Light consists of an endless number of light dots, reflected by objects or people, spreading linear or in waves, leading to this phenomenon in the dark. The dark room is camera obscura, in which light falls through a small hole to project an image upside down, inverted and in natural colors.
Astronomers got interested in the camera obscura. They found that by using the camera obscura, they could view solar eclipses without staring directly at the sun and damaging their eyes. A simple pinhole camera is still used today as a means to view solar eclipses. The camera obscura was also used in the 16th century to observe the heavens (Naughton, 2003; Bradley, 1991). The use of the camera obscura in science, art and entertainment which was somewhat limited because lasting images would not be recorded other than by tracing the image produced.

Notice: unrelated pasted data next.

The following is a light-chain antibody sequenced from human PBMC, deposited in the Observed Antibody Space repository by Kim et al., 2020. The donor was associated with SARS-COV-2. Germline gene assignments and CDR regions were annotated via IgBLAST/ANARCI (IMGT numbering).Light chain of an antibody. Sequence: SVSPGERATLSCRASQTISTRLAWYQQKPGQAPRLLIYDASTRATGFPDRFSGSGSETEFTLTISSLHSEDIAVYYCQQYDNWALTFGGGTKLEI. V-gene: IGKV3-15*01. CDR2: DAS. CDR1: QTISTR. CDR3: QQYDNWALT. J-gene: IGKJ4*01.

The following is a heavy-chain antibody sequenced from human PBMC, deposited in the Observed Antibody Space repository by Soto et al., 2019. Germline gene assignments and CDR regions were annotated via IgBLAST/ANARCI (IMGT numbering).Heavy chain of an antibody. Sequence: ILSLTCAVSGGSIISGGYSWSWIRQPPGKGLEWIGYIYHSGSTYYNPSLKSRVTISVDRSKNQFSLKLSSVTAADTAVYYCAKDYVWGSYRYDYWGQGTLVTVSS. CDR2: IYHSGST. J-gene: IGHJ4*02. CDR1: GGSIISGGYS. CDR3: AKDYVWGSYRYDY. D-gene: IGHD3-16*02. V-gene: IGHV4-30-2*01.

Iraqi scientist Alhazen invented camera obscura, which is also described in his Book of Optics (1011-1021). English scientists Robert Boyle and Robert Hooke later invented a portable camera obscura in 1665-1666. In the 1500s many artists, including Michelangelo and Leonardo da Vinci, used the camera obscura to help them draw pictures.